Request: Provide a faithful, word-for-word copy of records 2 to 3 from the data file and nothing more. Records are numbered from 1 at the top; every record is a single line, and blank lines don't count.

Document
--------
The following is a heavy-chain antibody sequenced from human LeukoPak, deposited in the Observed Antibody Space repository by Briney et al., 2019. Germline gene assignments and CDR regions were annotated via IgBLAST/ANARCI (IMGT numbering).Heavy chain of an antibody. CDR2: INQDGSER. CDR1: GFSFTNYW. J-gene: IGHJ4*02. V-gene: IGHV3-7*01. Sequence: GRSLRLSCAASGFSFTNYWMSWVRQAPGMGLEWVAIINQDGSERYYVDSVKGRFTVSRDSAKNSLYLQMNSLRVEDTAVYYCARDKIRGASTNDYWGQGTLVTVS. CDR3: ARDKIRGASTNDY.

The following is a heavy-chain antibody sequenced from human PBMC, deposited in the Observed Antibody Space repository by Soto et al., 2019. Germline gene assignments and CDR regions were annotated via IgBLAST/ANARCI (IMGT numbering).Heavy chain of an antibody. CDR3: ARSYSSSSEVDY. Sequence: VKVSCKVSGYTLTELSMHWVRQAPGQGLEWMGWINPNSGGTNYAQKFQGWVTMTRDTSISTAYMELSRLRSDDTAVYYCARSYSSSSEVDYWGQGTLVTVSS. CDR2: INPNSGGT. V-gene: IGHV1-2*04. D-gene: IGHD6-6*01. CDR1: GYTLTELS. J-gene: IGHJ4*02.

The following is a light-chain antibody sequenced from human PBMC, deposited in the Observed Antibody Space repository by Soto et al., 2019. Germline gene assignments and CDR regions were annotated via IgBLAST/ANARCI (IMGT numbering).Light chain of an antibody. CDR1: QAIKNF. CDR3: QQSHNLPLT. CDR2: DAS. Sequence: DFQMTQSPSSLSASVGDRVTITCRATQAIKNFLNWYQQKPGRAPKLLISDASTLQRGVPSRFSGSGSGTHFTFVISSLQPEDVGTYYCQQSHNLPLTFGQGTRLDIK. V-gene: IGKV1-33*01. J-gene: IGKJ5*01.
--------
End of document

The following is a heavy-chain antibody sequenced from human PBMC, deposited in the Observed Antibody Space repository by Soto et al., 2019. Germline gene assignments and CDR regions were annotated via IgBLAST/ANARCI (IMGT numbering).Heavy chain of an antibody. CDR3: ARSYSSSSEVDY. Sequence: VKVSCKVSGYTLTELSMHWVRQAPGQGLEWMGWINPNSGGTNYAQKFQGWVTMTRDTSISTAYMELSRLRSDDTAVYYCARSYSSSSEVDYWGQGTLVTVSS. CDR2: INPNSGGT. V-gene: IGHV1-2*04. D-gene: IGHD6-6*01. CDR1: GYTLTELS. J-gene: IGHJ4*02.

The following is a light-chain antibody sequenced from human PBMC, deposited in the Observed Antibody Space repository by Soto et al., 2019. Germline gene assignments and CDR regions were annotated via IgBLAST/ANARCI (IMGT numbering).Light chain of an antibody. CDR1: QAIKNF. CDR3: QQSHNLPLT. CDR2: DAS. Sequence: DFQMTQSPSSLSASVGDRVTITCRATQAIKNFLNWYQQKPGRAPKLLISDASTLQRGVPSRFSGSGSGTHFTFVISSLQPEDVGTYYCQQSHNLPLTFGQGTRLDIK. V-gene: IGKV1-33*01. J-gene: IGKJ5*01.